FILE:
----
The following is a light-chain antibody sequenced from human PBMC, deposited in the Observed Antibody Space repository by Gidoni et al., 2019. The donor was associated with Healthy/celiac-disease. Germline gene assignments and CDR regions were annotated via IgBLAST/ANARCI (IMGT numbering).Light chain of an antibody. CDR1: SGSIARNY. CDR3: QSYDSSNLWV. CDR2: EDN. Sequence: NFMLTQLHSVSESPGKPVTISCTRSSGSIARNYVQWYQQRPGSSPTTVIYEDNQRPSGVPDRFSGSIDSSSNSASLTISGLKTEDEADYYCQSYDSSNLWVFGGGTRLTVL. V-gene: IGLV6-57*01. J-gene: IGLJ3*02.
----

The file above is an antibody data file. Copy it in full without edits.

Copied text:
The following is a light-chain antibody sequenced from human PBMC, deposited in the Observed Antibody Space repository by Gidoni et al., 2019. The donor was associated with Healthy/celiac-disease. Germline gene assignments and CDR regions were annotated via IgBLAST/ANARCI (IMGT numbering).Light chain of an antibody. CDR1: SGSIARNY. CDR3: QSYDSSNLWV. CDR2: EDN. Sequence: NFMLTQLHSVSESPGKPVTISCTRSSGSIARNYVQWYQQRPGSSPTTVIYEDNQRPSGVPDRFSGSIDSSSNSASLTISGLKTEDEADYYCQSYDSSNLWVFGGGTRLTVL. V-gene: IGLV6-57*01. J-gene: IGLJ3*02.